|dramatised by Helen Jerome from the
novel by Charlotte Brontë
Directed by Valerie Clarke
October 8, 9 & 10, 2009
|St John Rivers
Scene 1: The library at Thornfield Hall. An afternoon in winter
Scene 2: The same. A morning in March
Scene 3: The same. Evening, a week later
Scene 1: The same. An evening in April, ten days later
Scene 2: The same. A morning in May
Scene 1: The living room at Moore House, Whitecross. Dusk, one year later
Scene 2: Thornfield Hall. A few days later
Jane Eyre by Charlotte Brontë
Rushed into print and apparently immortality, the original manuscript of Jane Eyre was
immediately recognised by the publishers as a piece of merchandise that would move fast
and bring in a profit. To the author this success was crucial, six publishers having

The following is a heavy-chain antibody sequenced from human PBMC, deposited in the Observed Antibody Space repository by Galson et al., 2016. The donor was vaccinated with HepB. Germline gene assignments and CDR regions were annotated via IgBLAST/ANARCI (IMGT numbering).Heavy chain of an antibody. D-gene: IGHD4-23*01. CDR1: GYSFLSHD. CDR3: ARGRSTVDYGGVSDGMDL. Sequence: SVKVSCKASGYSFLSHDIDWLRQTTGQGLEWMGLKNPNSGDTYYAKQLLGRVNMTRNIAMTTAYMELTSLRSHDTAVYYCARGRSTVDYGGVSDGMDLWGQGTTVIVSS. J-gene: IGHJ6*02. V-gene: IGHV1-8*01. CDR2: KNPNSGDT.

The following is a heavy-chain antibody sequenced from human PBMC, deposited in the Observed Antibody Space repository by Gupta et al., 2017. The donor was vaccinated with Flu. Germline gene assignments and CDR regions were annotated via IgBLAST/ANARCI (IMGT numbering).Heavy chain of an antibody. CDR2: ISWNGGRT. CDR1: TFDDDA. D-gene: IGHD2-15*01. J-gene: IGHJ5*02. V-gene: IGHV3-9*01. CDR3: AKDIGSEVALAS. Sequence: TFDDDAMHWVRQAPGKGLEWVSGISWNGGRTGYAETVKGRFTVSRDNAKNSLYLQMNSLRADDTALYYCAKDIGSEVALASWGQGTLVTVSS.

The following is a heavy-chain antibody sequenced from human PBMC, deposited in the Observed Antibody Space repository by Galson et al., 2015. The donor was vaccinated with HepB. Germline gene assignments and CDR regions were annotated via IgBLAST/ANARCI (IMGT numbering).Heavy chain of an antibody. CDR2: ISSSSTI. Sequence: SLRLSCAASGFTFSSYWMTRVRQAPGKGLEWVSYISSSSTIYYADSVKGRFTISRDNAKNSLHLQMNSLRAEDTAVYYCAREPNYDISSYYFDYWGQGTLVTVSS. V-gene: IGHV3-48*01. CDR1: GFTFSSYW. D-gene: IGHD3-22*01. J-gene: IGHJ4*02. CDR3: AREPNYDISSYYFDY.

rejected an earlier novel.
'Daring,' 'virile,' 'highly sensational' and even 'shocking' were the Victorian sales
adjectives they applied to it. The public reacted by clamouring for a second edition
within a few weeks.
At first, both press and public were certain that this new novelist was a man,
not a shy spinster, thirty years of age, living in the Haworth Parsonage on the edge
of the empty moors in Yorkshire. On discovering that the author was female, they were
incredulous that any reticent woman could be guilty of the revelations to be found
in this fast-selling 'improper' novel.
Today the public are still amazed by the superb achievement of Charlotte Brontė
who wrought her masterpiece in the face of poverty, isolation and the alarming ill-health
of her immediate family. Charlotte and three of her sisters were sent off to board at an
institution where two of the girls died from improper care and lack of nourishment.
On returning to Haworth, Charlotte, her two remaining sisters and her brother spent
their evenings writing and story-telling.